The FTC revealed today that it has shut down a sweepstakes scam that had collected more than $28 million from customers in the United States and throughout the world.

The FTC first filed a lawsuit against the sweepstakes program’s proprietors, Matthew Pisoni, Marcus Pradel, and John Leon, in 2015. They would inform customers that they had won significant prizes, frequently in excess of $2 million, but that they needed to pay a $20 to $30 charge within 10 days or forfeit the money. Over time, that amounted to more than $28 million raised, but the entity, according to the FCC, had no affiliation with any sweepstakes and could not award or pay anyone the promised prizes.

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“While these settlements will keep these defendants from harming more consumers with bogus prize claims, they will not, unfortunately, return money to consumers,” stated Samuel Levine, Director of the FTC’s Bureau of Consumer Protection. “Since the action was first filed, the Supreme Court’s ruling in the AMG Capital Management case has destroyed our ability to return the money taken from consumers. It is critical that Congress restore the Commission’s jurisdiction to compensate consumers who are targeted by scammers.”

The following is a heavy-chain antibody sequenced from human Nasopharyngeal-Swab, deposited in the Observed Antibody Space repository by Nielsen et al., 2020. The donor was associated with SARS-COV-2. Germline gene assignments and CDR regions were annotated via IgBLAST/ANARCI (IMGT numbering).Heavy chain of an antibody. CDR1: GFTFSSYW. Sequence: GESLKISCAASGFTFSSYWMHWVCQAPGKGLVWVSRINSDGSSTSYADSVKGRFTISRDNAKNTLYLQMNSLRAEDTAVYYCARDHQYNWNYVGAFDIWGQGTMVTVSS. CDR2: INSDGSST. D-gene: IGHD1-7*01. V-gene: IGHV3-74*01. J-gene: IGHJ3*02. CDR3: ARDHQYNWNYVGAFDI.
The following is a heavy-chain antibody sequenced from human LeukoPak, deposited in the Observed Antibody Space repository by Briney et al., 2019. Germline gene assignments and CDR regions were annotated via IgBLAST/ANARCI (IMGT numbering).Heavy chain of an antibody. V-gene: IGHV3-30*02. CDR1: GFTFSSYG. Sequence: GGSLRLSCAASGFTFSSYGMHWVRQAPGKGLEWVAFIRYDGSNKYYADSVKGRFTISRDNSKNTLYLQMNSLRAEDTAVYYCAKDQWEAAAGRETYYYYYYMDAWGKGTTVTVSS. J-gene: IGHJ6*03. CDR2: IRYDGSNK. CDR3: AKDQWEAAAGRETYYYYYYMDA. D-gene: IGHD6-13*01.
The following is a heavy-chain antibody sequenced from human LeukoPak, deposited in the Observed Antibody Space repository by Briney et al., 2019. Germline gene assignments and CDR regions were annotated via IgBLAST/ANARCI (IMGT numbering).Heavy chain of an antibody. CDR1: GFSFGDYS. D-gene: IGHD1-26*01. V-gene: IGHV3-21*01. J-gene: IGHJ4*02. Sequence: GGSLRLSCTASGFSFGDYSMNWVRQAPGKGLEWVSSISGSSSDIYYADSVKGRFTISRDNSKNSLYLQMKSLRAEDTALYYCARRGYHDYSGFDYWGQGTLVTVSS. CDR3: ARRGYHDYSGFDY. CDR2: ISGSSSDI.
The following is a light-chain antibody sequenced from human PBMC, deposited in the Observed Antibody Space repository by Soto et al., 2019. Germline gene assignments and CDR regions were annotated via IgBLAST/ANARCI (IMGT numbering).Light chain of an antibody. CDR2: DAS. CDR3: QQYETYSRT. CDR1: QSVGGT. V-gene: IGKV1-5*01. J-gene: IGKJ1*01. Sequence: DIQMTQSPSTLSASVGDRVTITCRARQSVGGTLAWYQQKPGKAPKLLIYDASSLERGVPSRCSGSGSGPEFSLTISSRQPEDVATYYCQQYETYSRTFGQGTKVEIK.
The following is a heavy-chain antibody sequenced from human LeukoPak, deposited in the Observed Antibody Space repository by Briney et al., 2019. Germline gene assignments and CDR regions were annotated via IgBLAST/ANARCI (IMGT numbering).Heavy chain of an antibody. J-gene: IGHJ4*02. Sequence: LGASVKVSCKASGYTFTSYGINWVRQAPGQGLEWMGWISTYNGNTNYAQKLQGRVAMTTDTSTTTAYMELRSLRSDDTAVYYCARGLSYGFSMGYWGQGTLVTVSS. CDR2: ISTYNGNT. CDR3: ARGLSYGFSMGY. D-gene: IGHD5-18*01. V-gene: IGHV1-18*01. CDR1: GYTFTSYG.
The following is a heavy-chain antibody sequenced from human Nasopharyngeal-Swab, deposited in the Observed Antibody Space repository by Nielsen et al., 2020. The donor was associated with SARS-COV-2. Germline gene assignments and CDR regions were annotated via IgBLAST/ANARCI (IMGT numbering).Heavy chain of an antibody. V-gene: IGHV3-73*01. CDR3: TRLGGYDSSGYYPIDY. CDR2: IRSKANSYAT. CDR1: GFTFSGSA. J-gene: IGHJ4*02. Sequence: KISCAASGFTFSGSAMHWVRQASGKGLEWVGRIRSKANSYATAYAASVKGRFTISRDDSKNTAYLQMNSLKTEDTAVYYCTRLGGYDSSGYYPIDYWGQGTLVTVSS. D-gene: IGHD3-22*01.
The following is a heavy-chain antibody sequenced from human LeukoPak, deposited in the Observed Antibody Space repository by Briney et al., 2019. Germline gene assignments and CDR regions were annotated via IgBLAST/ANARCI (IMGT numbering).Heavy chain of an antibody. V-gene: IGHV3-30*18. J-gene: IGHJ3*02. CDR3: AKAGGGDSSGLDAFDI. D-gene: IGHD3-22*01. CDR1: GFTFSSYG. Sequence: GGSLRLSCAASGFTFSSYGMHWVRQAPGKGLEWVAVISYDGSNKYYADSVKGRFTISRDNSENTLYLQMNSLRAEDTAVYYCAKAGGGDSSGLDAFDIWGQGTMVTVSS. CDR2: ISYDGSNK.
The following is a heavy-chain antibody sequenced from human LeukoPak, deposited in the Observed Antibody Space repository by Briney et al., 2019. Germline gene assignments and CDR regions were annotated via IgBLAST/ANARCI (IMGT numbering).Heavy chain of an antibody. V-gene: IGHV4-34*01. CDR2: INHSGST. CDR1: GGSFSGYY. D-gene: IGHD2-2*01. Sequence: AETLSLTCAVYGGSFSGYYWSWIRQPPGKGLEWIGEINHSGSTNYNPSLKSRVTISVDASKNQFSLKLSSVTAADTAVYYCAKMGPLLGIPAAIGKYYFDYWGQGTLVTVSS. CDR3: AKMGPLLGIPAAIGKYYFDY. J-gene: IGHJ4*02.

Under this agreement, the group is prohibited from running any future contests or prize promotions that inform consumers that they have won or are eligible to win a reward. Furthermore, the agreements restrict the three defendants from engaging in any similar fraud in connection with any product or service, as well as from using any customer information obtained through the sweepstakes scam. Unfortunately, no reimbursements were announced as part of this deal.

Scams like this are getting more common, so keep your guard up.